Modified yeast cells to investigate the coupling of G protein-coupled receptors to specific G proteins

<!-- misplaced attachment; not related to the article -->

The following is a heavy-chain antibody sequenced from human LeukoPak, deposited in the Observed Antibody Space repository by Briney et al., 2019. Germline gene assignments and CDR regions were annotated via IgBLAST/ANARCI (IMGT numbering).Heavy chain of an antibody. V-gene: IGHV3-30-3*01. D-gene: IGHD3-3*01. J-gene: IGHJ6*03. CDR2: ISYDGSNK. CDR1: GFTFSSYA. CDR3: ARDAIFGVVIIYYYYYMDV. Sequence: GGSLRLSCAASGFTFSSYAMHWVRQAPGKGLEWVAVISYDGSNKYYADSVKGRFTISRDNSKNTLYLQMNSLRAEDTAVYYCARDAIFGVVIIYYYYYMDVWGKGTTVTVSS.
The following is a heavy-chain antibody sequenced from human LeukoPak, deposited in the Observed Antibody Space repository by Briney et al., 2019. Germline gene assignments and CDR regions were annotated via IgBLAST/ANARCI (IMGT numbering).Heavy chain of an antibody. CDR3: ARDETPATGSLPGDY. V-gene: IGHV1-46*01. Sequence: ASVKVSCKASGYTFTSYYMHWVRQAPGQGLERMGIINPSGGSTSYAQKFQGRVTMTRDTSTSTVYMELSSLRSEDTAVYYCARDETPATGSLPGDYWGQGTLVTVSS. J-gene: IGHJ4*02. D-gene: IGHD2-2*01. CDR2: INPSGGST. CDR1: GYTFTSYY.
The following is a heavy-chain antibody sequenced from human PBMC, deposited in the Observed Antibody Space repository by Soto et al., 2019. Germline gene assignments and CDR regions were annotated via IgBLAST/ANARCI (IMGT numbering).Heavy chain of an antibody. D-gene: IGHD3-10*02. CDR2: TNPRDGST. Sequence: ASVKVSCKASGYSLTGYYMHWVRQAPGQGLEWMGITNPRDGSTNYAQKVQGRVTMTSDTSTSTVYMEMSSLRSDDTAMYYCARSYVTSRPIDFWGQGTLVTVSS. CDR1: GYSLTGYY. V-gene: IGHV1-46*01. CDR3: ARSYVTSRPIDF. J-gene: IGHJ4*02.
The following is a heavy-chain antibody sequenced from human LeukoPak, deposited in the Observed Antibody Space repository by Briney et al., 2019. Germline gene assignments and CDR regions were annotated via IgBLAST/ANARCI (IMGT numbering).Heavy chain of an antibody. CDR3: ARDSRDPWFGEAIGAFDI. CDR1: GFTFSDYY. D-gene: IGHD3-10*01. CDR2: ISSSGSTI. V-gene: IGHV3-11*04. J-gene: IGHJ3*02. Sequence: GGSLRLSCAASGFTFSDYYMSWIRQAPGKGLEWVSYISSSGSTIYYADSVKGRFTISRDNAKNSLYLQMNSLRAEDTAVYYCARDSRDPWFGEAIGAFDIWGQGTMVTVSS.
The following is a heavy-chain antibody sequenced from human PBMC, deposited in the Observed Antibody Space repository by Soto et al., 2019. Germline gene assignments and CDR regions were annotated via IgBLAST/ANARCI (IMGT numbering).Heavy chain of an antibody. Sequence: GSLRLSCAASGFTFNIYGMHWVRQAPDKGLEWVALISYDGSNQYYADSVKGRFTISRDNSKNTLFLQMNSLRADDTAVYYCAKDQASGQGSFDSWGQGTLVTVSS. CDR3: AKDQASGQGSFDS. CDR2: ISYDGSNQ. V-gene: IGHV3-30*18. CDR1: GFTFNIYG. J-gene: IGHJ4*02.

G protein-coupled receptors (GPCRs) help to regulate the physiology of all the major organ systems. They respond to a multitude of ligands and activate a range of effector proteins to bring about the appropriate cellular response. The choice of effector is largely determined by the interaction of individual GPCRs with different G proteins. Several factors influence this interaction, and a better understanding of the process may enable a more rational approach to identifying compounds that affect particular signalling pathways. A number of systems have been developed for the analysis of GPCRs. All provide useful information, but the genetic amenability and relative simplicity of yeast makes them a particularly attractive option for ligand identification and pharmaceutical screening. Many, but not all, GPCRs are functional in the budding yeast Saccharomyces cerevisiae, and we have developed reporter strains of the fission yeast Schizosaccharomyces pombe as an alternative host. To provide a more generic system for investigating GPCRs, we created a series of yeast–human Gα-transplants, in which the last five residues at the C-terminus of the yeast Gα-subunit are replaced with the corresponding residues from different human G proteins. These enable GPCRs to be coupled to the Sz. pombe signalling machinery so that stimulation with an appropriate ligand induces the expression of a signal-dependent lacZ reporter gene. We demonstrate the specificity of the system using corticotropin releasing factor (CRF) and CRF-related peptides on two CRF receptors. We find that different combinations of ligand and receptor activate different Gα-transplants, and the specificity of the coupling is similar to that in mammalian systems. Thus, CRF signalled through the Gs- and Gi-transplants, consistent with its regulation of adenylate cyclase, and was more active against the CRF-R1A receptor than against the CRF-R2B receptor. In contrast, urocortin II and urocortin III were selective for the CRF-R2B receptors. Furthermore, urocortin, but not CRF, induced signalling through the CRF-R1A receptor and the Gq-transplant. This is the first time that human GPCRs have been coupled to the signalling pathway in Sz. pombe, and the strains described in this study will complement the other systems available for studying this important family of receptors.